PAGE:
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CRIME AND COURT ROUNDUP: Father of vanished girl back in court for allegedly beating another child

The father of Alexis Patterson -- a young Milwaukee girl who vanished for good in 2002 -- is due in court today for allegedly beating another child. 40-year-old Kenya Carlton Campbell has a preliminary hearing scheduled this morning on three felony counts of child abuse, and one felony charge of child neglect. Campbell is the biological father of Alexis Patterson, but the girl's mother had divorced him and re-married when the child went missing on her way to school in May of 2002. The disappearance made national news, and it still gets attention every once in a while. In Campbell's new court case, authorities said he claimed that his eight-month-old daughter fell from a couch on November 22nd -- but doctors later found that the girl had a broken jaw, a lacerated liver with hemorrhage, and abusive head trauma that could have killed the youngster. Campbell has been in trouble before. Among other things, online court records show that he was convicted of drug dealing in Milwaukee County in 2004, and selling cocaine in Portage County in 2009.


A former teacher's aide in Appleton is free on a signature bond, after being accused of sexually assaulting a student. 44-year-old Laura Bates of Hilbert made her first appearance in Calumet County Circuit Court yesterday on four felony charges of sexual assault by a school staffer. Authorities said Bates had a relationship with a 17-year-old boy, and it turned sexual last month at her home. She told authorities she loved the youngster. Bates was a teacher's aide at Appleton West High School for three years until Monday, when she quit after police questioned her. She did not have an attorney in court yesterday, and her initial appearance was adjourned until December 30th.


The Wisconsin Supreme Court will not consider releasing a man who killed three people at a church near La Crosse 28 years ago. A circuit judge and a state appeals court both ruled that Bryan Stanley violated the terms of a conditional release from the state's Mendota Mental Health Institute in 2009. Stanley's attorney asked the Supreme Court to reverse the rulings and let him go -- but the justices said they would not review the case. When he was first released, Stanley had spent over two decades at Mendota. That's after he was found innocent-by-insanity in the 1985 shooting deaths of the Reverend John Rossiter and two others at Saint Patrick's Catholic Church in Onalaska. Stanley was out of the institution for three years before Circuit Judge Ramona Gonzalez sent him back in 2012. By then, she said Stanley had violent and disturbing thoughts for over a year -- and considering his schizo-phrenia, Stanley did not act in the best interest of the public or his rehab.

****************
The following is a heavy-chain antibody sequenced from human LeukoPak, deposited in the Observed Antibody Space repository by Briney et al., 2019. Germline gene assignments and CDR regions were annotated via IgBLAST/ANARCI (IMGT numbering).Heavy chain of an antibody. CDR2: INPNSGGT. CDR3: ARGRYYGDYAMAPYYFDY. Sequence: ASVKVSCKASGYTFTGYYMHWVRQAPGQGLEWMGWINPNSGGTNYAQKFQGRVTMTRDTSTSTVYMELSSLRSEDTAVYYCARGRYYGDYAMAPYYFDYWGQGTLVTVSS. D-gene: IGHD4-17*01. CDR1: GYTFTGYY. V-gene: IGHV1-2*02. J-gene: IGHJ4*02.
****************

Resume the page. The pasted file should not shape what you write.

A top Republican official in Michigan missed a court hearing on Wisconsin criminal charges yesterday, because he was in jail in Michigan on other charges. 51-year-old Doug Sedenquist of Escanaba was arrested last week. The Michigan G-O-P Central Committee member was later charged with extortion, using a computer in a crime, stalking, and possessing a drug similar to a controlled substance. Details of those crimes were not immediately available. Yesterday, Sedenquist was supposed to appear in Brown County Circuit Court in Green Bay, where he was charged in March for not obeying a police order to drop a gun when he apparently threatened to kill himself in his vehicle. He's charged in Brown County with failing to obey a police order, disorderly conduct, and making a threat with a computer. Online court records do not list a new court date in that case. The Detroit Free Press said all the charges are connected in some way to Sedenquist's estranged wife. He was the vice chairman of the Delta County Republican Party in Escanaba, and he continues to hold his state committee post for now. His status could be discussed at the panel's next meeting December 14th. Sedenquist is also a talk radio personality.


Milwaukee Police are defending their use of the controversial license plate readers that some state lawmakers want to limit. Milwaukee is among a number of Wisconsin communities that use the technology, which has been getting more attention due to privacy concerns. The readers are placed on squad cars, and they record license plates of every vehicle that goes by. The numbers are immediately checked to see if their owners are wanted -- and the plates and the vehicles' locations are immediately put on file. Last month, three state lawmakers of both parties announced a bill to destroy all license plate photos within 48 hours unless they're needed for criminal investigations. They're still seeking co-sponsors. The American Civil Liberties' Union says the technology allows the government to track innocent people's movements by recording their driving habits. A Journal Sentinel reporter learned that his license plates were photographed 42 times by Milwaukee Police from May through November. They've been using the readers since 2008. Milwaukee police officials said it helped them recover 125 stolen cars in one night, caught an armed robbery suspect after the victim gave a partial license plate number, and caught a criminal who skipped out on a mandatory visit with a probation officer. Milwaukee's Fire-and-Police Commission says it will create a more formal policy this month on the use of the readers. The policy would include guidelines on usage -- and who can see the data.